5th Grader Accidentally Makes Explosive in Class, Gets Co-Authorship on Subsequent Paper
she blinded me with science
Kenneth Boehr wasn’t expecting more than the usual from his ten-year-old students when he started a lesson on the Periodic table and handed out the molecule modeling kits. Then Clara Lazen handed him a model constructed from oxygen, nitrogen, and carbon atoms, and asked if she’d made a real chemical or not. Boehr found himself stumped. So he took a cellphone picture of the whole deal, and sent it to an old college buddy: Robert Zoellner, professor of chemistry at Humbolt State University.
Turns out, Clara had, in fact, put together an entirely new, but viable molecule. And on top of that, if it can be synthesized, it has the potential to store energy, opening up some pretty wide applications.
Zoellner ran the molecular makeup of the molecule through a few scientific article databases and did his own digging, and has “determined” that Clara’s molecule is totally unique. Tetrakis(nitratoxycarbon) methane, or tetranitratoxycarbon, “has the potential to store energy. The dense structure allows for stable energy storage meaning the molecule can be used to produce energy or as an explosive.” However, it would have to be synthesized first, a procedure beyond the equipment of Humbolt University’s chemistry program.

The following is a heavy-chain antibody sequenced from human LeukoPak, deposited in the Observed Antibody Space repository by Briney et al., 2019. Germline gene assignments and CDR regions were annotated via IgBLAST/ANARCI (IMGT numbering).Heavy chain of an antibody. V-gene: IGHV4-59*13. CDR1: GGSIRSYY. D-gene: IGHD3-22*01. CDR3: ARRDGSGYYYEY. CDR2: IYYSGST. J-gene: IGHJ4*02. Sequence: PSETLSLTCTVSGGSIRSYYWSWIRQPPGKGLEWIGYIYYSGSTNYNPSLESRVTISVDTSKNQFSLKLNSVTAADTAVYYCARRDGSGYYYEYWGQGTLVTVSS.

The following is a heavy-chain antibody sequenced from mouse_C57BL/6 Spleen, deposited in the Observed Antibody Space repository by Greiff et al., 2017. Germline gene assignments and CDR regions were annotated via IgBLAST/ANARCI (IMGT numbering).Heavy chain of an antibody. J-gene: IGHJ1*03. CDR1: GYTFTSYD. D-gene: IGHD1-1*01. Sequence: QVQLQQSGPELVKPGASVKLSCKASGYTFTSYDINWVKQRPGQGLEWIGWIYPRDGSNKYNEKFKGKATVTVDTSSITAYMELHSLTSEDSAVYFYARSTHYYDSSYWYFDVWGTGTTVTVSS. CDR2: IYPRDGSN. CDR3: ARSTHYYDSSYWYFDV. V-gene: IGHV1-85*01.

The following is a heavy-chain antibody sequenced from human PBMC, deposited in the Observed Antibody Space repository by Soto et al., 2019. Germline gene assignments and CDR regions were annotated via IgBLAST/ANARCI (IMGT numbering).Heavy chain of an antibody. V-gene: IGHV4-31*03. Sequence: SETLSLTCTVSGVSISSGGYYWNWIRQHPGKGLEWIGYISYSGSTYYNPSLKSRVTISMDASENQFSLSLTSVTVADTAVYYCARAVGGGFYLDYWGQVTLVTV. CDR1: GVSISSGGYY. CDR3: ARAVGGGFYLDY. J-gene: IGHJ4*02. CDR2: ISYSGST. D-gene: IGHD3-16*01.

So, since Zoellner couldn’t make the substance himself, he did the next best scientifically valid thing: he wrote a paper (to be published in Computational and Theoretical Chemistry) on the molecule’s structure and content and his research into its possible uses, so that other scientists could continue his ideas. And, of course, he credited Clara as a co-author.
What does Clara think of all this? “Most 10- or 11-year-olds don’t get their names in a science paper,” she says, and, according to Zoellner, has a renewed interest in science, particularly biology and medicine. And if any money comes her way because of her discovery, she says she’ll be sure to share with Boehr and Zoellner, the teachers who took her scientific questions seriously.
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